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The Nativity

One mile from Bethlehem is a little plain, in which, under a grove of olives, stands the bare and neglected chapel known by the name of “The Angel to the Shepherds.” It is built over the traditional site of the fields where, in the beautiful language of St. Luke–”there were shepherds keeping watch over their flock by night, when, lo, the angel of the Lord came upon them, and the glory of the Lord shone round about them,” and to their happy ears were uttered the good tidings of great joy, that unto them was born that day in the city of David a Savior, which was Christ the Lord.

The associations of our Lord’s nativity were all of the humblest character, and the very scenery of His birthplace was connected with memories of poverty and toil. On that night, indeed, it seemed as though the heavens must burst to disclose their radiant minstrelsies; and the stars, and the feeding sheep, and the “light and sound in the darkness and stillness,” and the rapture of faithful hearts, combine to furnish us with a picture painted in the colors of heaven. But in the brief and thrilling verses of the Evangelist we are not told that those angel songs were heard by any except the wakeful shepherds of an obscure village; –and those shepherds, amid the chill dews of a winter night, were guarding their flocks from the wolf and the robber, in fields were Ruth, their Savior’s ancestress, had gleaned, sick at heart, amid the alien corn, and David, the despised and youngest son of a numerous family, had followed the ewes great with young. “And suddenly,” adds the sole Evangelist who has narrated the circumstances of the memorable night in which Jesus was born, amid the indifference of a world unconscious of its Deliverer, “there was with the angel a multitude of the heavenly host, praising God, and saying, Glory to God in the highest, and on earth peace among men of good will.”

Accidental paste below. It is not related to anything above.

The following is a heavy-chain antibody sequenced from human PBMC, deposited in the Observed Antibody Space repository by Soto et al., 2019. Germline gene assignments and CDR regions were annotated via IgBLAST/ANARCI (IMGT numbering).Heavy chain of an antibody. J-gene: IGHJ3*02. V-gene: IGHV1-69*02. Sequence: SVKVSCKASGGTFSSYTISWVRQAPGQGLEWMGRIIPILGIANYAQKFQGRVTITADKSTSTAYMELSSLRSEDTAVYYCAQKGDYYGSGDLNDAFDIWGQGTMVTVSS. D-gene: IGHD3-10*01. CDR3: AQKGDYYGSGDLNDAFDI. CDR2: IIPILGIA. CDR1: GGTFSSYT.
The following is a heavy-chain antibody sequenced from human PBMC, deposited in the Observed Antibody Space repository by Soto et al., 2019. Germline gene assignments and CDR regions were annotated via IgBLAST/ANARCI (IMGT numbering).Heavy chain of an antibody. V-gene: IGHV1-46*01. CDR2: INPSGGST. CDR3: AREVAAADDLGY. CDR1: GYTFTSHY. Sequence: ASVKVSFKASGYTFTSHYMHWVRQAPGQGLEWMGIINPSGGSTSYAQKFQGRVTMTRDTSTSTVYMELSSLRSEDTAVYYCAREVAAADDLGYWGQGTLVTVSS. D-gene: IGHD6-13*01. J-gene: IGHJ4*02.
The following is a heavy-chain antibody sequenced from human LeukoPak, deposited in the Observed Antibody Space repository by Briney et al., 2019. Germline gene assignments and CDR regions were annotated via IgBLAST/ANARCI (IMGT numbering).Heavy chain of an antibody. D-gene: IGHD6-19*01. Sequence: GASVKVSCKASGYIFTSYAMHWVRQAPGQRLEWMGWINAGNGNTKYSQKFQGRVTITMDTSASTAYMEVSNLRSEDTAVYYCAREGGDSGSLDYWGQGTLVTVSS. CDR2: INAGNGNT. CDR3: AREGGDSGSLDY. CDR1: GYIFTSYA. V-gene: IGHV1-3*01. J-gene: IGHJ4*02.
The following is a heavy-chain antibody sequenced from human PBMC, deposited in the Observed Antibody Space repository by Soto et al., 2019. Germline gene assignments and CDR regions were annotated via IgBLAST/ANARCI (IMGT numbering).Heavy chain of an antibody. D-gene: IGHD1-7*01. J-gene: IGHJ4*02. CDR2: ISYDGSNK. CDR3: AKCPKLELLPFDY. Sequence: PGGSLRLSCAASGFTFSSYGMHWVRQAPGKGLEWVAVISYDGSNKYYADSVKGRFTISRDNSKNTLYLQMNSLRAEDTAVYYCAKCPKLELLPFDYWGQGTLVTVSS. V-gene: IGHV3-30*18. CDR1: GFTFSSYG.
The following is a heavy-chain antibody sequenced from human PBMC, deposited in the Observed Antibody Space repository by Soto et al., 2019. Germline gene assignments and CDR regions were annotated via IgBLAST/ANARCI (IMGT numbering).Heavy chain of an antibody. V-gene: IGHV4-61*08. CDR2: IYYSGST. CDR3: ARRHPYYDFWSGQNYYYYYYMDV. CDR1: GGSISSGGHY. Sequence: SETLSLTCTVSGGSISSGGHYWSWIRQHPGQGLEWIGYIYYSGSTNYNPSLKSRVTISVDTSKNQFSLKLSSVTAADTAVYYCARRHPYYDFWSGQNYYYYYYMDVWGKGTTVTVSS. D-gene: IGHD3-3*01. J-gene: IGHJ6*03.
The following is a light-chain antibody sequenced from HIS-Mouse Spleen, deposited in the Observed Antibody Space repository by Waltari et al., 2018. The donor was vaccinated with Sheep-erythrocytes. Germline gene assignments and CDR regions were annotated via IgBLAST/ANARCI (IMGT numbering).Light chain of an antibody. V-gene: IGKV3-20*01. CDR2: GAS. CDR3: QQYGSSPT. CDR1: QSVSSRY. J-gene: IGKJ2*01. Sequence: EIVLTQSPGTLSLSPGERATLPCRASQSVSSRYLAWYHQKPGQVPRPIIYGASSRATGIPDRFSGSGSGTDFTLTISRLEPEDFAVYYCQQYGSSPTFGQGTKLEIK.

If you wish to read more of this story, then go to our page “The story of the Beautiful life” we have so far added 2 chapters and will be adding more in the near future.  Start reading this wonderful story of our Lords birth and his life as written in the 1800s by Canon Farrar, Arch Deacon of Westminster and the Minister to the Queen of England.

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